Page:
Shelly Rivoli has traveled with her husband and very young children by airplane, elephant, subway, train, cruise ship, taxi, and long tail boat, and she has the distinction of having changed diapers on four continents. Her Travels with Baby website, blog, and guidebooks, have received many awards, including the Lowell Thomas Bronze in Guidebooks for her second edition Travels with Baby: The Ultimate Guide for Planning Travel with Your Baby, Toddler, and Preschooler. She recently started a second blog focused on travel with school-age children at She hangs her hats as author, blogger, and mother of three in the San Francisco Bay Area.

Interview conducted in October, 2014 by Kristin Winet.

An Interview with Tammilee Tillison

tammileeI recently met the woman behind Tammilee Tips after the TBEX North America conference, when we were on a post-trip together in lovely car-free Holbox Island, off the Yucatan Peninsula. After fishing, snorkeling, and sharing golf cart taxis, I asked her for some travel blogging advice to share with the Travel Writing 2.0 readers.

We both attended the 2014 TBEX North America conference, where there are a lot of hobbyist bloggers making almost no money (so far). I’m sure you were one of those once upon a time, since we all have to start from somewhere. How did you get from there to the great level of financial success you enjoy now?

Going from making no money to making a living blogging takes a couple of things. First it takes time. You have to invest time into your blog. Time spent creating amazing content, building a client list and working your blog as a business. Second you have to focus on the blog as a business. If you treat your blog as a hobby it will continue to be a hobby. If you treat it as a business and focus each day on creating a future than you are moving in the right direction.

We have spent years cultivating an audience, working our email list and creating a growing business. It has taken time, energy, lack of sleep and more than one breakdown but it has all been worth it.

You have the kind of social media numbers that make people either drool or go “WTF?” As in 27,000 Facebook fans, 94,000 Twitter followers and 32,000 Pinterest followers. How did you build up such a huge following?

Over the past six years I have really focused on building an audience of readers who want to see what we produce. Each social channel brings in a different type of readers. Twitter readers want info fast and quickly. Pinterest followers want to be in awe of our photos and Facebook readers want a bit of both. The biggest part of growing the following has been using each social channel daily and interacting with our audience. Finding out what they want to see and then cultivating that content.

Many freelancers who cover multiple subjects say that travel is their loss leader (but most fun) category, while they make tammileefoodtheir real money from something like business writing or tech writing. How much of your income is travel-related and how much comes from other subjects?

A portion of our income is travel related. It is not our largest income producer but it is growing. Our income is diversified between ads, product placement and sponsorships. The travel content produces an avenue for each of these. It is hard to say specifically how much of a part of the income it is because it all works together.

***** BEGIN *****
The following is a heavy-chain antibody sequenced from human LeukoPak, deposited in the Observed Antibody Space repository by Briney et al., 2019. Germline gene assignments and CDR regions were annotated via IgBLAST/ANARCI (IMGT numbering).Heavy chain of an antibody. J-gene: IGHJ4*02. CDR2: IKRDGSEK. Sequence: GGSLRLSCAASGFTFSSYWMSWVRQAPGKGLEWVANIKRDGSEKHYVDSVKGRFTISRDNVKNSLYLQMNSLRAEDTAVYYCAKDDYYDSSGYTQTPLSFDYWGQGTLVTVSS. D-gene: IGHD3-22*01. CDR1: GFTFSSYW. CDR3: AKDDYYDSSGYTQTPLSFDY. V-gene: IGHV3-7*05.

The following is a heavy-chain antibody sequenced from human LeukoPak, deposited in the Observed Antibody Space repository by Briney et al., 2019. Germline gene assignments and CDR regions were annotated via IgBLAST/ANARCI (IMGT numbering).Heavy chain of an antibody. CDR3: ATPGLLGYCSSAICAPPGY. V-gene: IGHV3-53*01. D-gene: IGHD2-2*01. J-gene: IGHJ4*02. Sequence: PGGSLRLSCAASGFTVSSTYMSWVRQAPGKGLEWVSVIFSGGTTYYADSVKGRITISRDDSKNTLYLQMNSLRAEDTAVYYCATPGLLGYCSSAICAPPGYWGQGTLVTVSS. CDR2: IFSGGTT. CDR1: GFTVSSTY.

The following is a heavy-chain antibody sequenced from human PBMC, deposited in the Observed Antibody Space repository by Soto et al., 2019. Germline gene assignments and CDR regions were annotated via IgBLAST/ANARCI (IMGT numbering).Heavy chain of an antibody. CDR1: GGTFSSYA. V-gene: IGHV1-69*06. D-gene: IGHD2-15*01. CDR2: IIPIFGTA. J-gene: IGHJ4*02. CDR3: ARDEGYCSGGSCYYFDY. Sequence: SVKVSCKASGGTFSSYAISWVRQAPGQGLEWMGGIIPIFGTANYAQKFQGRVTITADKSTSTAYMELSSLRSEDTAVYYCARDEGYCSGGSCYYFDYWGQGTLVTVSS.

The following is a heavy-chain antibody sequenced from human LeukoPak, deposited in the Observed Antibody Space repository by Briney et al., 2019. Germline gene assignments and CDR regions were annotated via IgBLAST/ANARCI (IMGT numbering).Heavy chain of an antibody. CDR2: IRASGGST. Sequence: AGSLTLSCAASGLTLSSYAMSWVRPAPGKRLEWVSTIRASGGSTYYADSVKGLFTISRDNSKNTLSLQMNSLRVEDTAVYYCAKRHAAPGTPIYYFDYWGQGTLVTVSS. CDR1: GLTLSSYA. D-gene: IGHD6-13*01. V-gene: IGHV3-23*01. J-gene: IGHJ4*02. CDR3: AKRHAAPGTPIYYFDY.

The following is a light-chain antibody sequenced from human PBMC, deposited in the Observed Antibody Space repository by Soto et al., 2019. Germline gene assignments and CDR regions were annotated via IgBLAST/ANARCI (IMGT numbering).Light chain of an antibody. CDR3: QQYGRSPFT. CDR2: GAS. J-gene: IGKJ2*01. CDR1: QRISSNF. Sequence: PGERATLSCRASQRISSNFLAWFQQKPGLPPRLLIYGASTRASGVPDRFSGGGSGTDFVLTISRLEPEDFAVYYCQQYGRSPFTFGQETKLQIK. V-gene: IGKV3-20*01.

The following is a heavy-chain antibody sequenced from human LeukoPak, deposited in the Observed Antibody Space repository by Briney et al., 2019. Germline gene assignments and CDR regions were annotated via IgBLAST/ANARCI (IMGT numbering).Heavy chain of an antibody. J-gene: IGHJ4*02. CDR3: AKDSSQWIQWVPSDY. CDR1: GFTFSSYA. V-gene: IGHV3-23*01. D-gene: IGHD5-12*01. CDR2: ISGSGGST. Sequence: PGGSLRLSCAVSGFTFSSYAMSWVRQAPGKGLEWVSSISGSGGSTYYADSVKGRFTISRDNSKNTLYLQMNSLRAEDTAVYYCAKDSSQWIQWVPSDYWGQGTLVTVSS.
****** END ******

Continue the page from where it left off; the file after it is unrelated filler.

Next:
Let’s face it, there are a zillion family travel bloggers out there and plenty of women doing product reviews. How have you managed to separate yourself from the pack?

I think we separated ourselves from the pack by being ourselves and not following what other people thought we should do. We don’t have kids and I am a vegetarian. We blog about our life and travels. Our readers know that we will be honest and share the good, bad and sometimes ugly parts of life. Our best advice is to be yourself and not try and copy what others are doing. If we all did exactly what everyone else is doing it would be a pretty boring internet. Being unusual, funny, random or just quirky is great. You have to showcase what is amazing about you and your travels. What makes people want to read your posts?

Where do you see things headed in the next two or three years for bloggers? How do you see your income sources evolving?

Looking forward over the next few years I am excited to see the amazing things that will happen for bloggers. When we started blogging 6 years ago people looked at us like we were crazy. They had no idea what a blogger was and thought I had lost my mind to venture into this arena. Now when you say you are a blogger people get it or try and get it and don’t think you are losing your mind. I think the future is going to hold endless possibilities as long as we continue to try and innovate and produce great content.

I do worry that there is already a large sense of entitlement that I am hearing a lot about from PR reps and industry leaders. They worry that bloggers now think that they walk on water and don’t have to produce amazing content. I think we have to always remember where we started from and know that the trajectory can always end if we don’t do our best work.
I’ll see you again in Athens when you’ll be on stage as a TBEX speaker. Tell us what you’ll be talking about and give us a few of your favorite related tools.

In Athens I will be speaking about the business of blogging. I want to help other bloggers understand that blogging can be a business and you can make a living doing it. While it does take a lot of work it can be absolutely amazing. Who else gets to travel the world and take beautiful pictures for a living?

One of my favorite tools right now is Co-Scheduler. It is a life saver for scheduling out social shares and managing your editorial calendar. Along with that, having an editorial calendar is a huge time saver. Knowing what you plan to write about each month ahead of time makes it easier to pre-schedule out posts and help minimize writers block.

Our session is going to be jam packed with a ton of tips, tricks and tools to making blogging a business and getting it done every day.

Tammilee Tillison runs the popular lifestyle and travel blog Tammilee Tips along with her husband.

Interview conducted in October, 2014 by Tim Leffel and edited by Kristin Winet.